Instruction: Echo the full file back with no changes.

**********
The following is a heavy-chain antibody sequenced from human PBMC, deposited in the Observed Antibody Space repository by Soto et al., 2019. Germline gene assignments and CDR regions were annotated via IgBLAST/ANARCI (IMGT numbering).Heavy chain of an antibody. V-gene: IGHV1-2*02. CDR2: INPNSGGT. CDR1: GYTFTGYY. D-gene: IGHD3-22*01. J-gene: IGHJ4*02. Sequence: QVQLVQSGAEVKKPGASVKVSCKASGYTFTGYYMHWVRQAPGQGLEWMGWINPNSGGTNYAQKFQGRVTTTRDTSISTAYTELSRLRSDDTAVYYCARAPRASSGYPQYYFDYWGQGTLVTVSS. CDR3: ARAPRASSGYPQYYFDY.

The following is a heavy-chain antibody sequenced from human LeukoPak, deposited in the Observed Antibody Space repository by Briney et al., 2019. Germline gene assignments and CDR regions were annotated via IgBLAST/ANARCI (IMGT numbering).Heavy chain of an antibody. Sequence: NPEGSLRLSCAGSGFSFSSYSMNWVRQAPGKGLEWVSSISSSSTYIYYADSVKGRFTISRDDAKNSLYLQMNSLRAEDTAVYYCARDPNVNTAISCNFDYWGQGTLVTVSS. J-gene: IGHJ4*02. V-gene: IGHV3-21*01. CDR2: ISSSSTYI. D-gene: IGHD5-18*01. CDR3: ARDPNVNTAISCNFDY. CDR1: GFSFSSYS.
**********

The following is a heavy-chain antibody sequenced from human PBMC, deposited in the Observed Antibody Space repository by Soto et al., 2019. Germline gene assignments and CDR regions were annotated via IgBLAST/ANARCI (IMGT numbering).Heavy chain of an antibody. V-gene: IGHV1-2*02. CDR2: INPNSGGT. CDR1: GYTFTGYY. D-gene: IGHD3-22*01. J-gene: IGHJ4*02. Sequence: QVQLVQSGAEVKKPGASVKVSCKASGYTFTGYYMHWVRQAPGQGLEWMGWINPNSGGTNYAQKFQGRVTTTRDTSISTAYTELSRLRSDDTAVYYCARAPRASSGYPQYYFDYWGQGTLVTVSS. CDR3: ARAPRASSGYPQYYFDY.

The following is a heavy-chain antibody sequenced from human LeukoPak, deposited in the Observed Antibody Space repository by Briney et al., 2019. Germline gene assignments and CDR regions were annotated via IgBLAST/ANARCI (IMGT numbering).Heavy chain of an antibody. Sequence: NPEGSLRLSCAGSGFSFSSYSMNWVRQAPGKGLEWVSSISSSSTYIYYADSVKGRFTISRDDAKNSLYLQMNSLRAEDTAVYYCARDPNVNTAISCNFDYWGQGTLVTVSS. J-gene: IGHJ4*02. V-gene: IGHV3-21*01. CDR2: ISSSSTYI. D-gene: IGHD5-18*01. CDR3: ARDPNVNTAISCNFDY. CDR1: GFSFSSYS.